Most studies addressing the effects of marine reserves on fish assemblages in the Caribbean have focused on relatively small sites, since few large and continuous marine reserves exist in the region. However, in terms of supporting the recovery of large, mobile reef fish populations (like groupers, snappers, sharks, and other commercially targeted species), bigger and older marine reserves may play a more significant role.

Cuba’s Jardines de la Reina (Gardens of the Queen) archipelago stretches 360 km in length, about 100 km south of the central Cuban coast. It is composed of more than 650 uninhabited cays and includes a variety of coral reef, seagrass, and mangrove systems. In 1996, the Cuban government set aside 950 km2 of the archipelago as a no-take zone, the Jardines de la Reina Marine Reserve – the largest MPA in the Caribbean. There is limited recreational access to the site: only 500 catch-and-release fishermen and 1000 divers are permitted to enter the MPA each year.

After designation of the reserve, commercial fishing efforts relocated outside of it. As with most any large marine reserve, particularly in developing nations, enforcement presents a challenge for the site’s limited management budget. Most of the MPA’s enforcement activities are concentrated in its central area, where a research station also exists. Some poaching of large, commercially valuable species has been observed along the edges of the reserve.

How effective is this MPA? Fabián Pina-Amargós (of Cuba’s Center for Coastal Ecosystems Research) and colleagues studied densities of the ten most frequent, highly targeted, and relatively large reef fish species inside and outside the Gardens of the Queen marine reserve over a period of a year and a half (www.ncbi.nlm.nih.gov/pmc/articles/PMC3932734). They found higher abundance inside the reserve for most months during the study, and five out of these ten species were twice as abundant inside than outside the reserve in the habitats surveyed. Previous studies had found that habitat complexity and major benthic communities were similar inside and outside the reserve, while fishing pressure prior to reserve designation was homogeneous across the archipelago. In light of all this, the current patterns observed can be explained by the effective protection inside the reserve.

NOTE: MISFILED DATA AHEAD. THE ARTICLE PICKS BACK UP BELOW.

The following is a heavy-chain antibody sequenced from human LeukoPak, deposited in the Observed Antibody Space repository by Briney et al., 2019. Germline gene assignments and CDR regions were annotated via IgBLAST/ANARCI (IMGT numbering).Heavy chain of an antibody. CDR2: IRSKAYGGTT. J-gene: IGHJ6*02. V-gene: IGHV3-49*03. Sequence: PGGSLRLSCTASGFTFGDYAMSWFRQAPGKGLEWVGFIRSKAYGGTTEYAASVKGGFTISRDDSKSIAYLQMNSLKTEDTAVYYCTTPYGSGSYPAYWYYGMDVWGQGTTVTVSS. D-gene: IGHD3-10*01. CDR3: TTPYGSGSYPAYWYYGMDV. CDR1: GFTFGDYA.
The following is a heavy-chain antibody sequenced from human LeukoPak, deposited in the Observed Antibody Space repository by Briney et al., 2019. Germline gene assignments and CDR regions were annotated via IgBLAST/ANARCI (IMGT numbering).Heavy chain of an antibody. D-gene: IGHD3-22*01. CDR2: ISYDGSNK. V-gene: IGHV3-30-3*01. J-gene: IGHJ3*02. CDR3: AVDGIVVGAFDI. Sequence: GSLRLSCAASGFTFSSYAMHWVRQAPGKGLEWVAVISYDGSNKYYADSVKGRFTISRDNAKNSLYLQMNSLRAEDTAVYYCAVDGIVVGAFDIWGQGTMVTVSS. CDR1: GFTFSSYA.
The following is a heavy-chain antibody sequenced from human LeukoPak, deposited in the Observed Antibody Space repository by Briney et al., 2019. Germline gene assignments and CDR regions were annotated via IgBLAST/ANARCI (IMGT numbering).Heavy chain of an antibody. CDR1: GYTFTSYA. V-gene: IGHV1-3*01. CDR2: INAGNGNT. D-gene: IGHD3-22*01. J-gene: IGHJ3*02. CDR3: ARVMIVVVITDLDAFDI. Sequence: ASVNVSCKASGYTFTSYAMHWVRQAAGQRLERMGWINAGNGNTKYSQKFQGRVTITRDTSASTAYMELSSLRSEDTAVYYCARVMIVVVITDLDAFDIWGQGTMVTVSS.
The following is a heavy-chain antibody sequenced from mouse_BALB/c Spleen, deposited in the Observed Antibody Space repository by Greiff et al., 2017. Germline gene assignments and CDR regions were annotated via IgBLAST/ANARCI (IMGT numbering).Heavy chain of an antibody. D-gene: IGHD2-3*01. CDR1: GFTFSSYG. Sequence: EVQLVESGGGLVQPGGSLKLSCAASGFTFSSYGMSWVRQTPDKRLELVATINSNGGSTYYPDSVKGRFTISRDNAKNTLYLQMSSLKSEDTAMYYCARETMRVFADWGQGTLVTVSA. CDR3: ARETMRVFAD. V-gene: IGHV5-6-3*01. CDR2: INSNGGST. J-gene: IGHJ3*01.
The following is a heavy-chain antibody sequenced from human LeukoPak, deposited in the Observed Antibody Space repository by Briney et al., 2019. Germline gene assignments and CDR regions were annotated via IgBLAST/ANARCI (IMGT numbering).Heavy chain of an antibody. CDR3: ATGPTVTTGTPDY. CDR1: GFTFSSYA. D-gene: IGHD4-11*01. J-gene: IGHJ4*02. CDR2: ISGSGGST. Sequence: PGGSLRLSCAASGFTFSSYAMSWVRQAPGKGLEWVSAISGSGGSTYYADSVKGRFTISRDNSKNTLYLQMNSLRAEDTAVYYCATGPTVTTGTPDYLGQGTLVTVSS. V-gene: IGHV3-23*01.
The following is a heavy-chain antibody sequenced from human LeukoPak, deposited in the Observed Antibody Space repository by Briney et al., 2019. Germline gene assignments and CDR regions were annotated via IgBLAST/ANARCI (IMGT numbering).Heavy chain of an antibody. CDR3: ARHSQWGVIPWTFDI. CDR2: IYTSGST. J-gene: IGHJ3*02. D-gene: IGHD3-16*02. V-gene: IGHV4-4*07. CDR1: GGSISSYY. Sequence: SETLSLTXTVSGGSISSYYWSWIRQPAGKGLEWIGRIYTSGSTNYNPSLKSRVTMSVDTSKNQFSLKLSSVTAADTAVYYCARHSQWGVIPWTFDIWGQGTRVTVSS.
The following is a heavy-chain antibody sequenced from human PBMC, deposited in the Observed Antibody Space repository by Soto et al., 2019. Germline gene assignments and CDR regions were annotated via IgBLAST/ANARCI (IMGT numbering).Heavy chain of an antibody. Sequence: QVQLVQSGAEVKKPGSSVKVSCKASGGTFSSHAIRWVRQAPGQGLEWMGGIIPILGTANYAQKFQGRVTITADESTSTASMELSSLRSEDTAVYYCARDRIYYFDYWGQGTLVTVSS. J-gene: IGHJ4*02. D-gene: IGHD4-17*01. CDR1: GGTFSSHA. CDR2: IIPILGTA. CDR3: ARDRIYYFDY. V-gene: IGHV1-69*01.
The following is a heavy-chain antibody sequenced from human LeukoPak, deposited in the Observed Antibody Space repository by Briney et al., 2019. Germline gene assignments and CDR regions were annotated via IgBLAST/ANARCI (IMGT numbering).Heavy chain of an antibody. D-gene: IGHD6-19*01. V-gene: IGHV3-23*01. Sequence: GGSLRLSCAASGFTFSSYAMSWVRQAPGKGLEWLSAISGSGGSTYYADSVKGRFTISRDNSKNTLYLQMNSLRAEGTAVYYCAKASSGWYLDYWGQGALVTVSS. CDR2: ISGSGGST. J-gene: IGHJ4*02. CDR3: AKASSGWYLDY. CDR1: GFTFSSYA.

Besides this scientific study, less rigorous evidence comes from anecdotes of scientists and tourists who have visited and conducted research in this jewel of a marine reserve. There are swarms of huge groupers, snappers, and sharks in addition to healthy coral stands and mangroves, all of which have largely disappeared elsewhere in the Caribbean.

A future of protecting shared resources

Gardens of the Queen is a success, and should represent a goal for what the US and Cuba could achieve together in joint management of shared resources – once the embargo is lifted and the countries’ scientists and conservationists can work together in earnest.

Organisms have always flowed freely from Cuba to the US, depending on healthy habitats on both sides of the Florida Straits, paying no heed to international boundaries or economic embargoes. The need to develop common scientific understanding and cross-boundary policies to protect our shared marine resources has long been clear to both Cuban and American scientists. The recent political thaw between the two countries and the new US policy toward Cuba announced in December 2014 are a great step in the right direction.

Now it is essential that foresight and careful planning stem the potential tide of development, which carries with it possible disastrous environmental consequences. The time is ripe to ensure that protections are established bilaterally before the recently enacted, and soon to be expanded, changes in US travel restrictions result in an enormous wave of tourism, causing dramatically increased beach visitation, boat traffic, fishing, and coastal development.

For more information:

Daria Siciliano, The Ocean Foundation and University of California, Santa Cruz, US. Email: daria@ucsc.edu